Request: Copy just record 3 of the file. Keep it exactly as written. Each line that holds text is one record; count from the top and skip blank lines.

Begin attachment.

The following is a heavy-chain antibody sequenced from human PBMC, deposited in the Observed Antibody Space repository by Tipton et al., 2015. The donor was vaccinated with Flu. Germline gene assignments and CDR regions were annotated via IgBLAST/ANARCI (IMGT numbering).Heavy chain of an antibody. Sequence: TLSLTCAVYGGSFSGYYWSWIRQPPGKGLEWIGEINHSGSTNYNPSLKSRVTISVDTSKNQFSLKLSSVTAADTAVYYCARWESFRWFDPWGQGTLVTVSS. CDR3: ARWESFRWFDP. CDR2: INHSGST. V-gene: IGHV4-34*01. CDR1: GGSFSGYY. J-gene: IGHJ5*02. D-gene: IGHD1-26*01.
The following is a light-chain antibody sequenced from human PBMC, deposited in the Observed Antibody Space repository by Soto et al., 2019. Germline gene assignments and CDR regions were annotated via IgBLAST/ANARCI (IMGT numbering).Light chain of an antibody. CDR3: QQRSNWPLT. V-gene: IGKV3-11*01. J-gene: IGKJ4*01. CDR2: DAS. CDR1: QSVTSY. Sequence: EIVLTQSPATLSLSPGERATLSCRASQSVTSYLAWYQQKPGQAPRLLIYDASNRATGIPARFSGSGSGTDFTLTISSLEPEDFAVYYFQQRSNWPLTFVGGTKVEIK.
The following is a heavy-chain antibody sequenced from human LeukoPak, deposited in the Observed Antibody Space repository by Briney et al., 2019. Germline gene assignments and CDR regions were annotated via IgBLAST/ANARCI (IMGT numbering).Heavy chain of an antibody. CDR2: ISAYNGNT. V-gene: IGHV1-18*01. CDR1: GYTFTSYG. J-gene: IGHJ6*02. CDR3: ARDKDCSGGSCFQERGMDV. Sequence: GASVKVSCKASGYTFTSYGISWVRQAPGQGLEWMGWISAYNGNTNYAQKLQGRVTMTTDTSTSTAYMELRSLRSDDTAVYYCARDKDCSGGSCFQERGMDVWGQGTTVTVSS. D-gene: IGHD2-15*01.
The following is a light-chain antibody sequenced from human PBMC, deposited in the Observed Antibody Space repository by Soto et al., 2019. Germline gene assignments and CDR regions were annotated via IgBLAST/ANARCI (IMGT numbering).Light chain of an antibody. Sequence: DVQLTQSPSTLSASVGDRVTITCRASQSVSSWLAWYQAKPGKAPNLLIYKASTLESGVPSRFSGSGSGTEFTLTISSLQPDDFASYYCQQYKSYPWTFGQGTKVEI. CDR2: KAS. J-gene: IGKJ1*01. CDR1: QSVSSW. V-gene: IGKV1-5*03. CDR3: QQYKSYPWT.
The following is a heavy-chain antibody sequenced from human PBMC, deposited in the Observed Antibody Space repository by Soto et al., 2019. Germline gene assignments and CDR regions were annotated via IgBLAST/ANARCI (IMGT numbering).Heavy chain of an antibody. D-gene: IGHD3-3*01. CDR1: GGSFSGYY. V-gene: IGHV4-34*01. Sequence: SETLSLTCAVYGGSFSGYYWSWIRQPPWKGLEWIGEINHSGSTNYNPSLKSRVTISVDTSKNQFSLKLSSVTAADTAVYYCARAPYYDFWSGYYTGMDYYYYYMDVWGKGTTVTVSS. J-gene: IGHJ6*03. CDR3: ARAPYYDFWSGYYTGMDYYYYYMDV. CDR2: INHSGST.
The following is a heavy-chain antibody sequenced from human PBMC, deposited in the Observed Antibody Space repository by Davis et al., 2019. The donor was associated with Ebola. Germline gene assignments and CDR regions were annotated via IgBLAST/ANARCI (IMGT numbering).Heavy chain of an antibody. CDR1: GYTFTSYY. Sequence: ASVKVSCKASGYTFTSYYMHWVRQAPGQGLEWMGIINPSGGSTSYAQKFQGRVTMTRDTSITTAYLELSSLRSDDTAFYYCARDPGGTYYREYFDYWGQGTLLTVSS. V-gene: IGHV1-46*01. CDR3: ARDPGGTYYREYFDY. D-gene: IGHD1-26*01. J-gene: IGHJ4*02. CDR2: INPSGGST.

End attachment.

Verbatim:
The following is a heavy-chain antibody sequenced from human LeukoPak, deposited in the Observed Antibody Space repository by Briney et al., 2019. Germline gene assignments and CDR regions were annotated via IgBLAST/ANARCI (IMGT numbering).Heavy chain of an antibody. CDR2: ISAYNGNT. V-gene: IGHV1-18*01. CDR1: GYTFTSYG. J-gene: IGHJ6*02. CDR3: ARDKDCSGGSCFQERGMDV. Sequence: GASVKVSCKASGYTFTSYGISWVRQAPGQGLEWMGWISAYNGNTNYAQKLQGRVTMTTDTSTSTAYMELRSLRSDDTAVYYCARDKDCSGGSCFQERGMDVWGQGTTVTVSS. D-gene: IGHD2-15*01.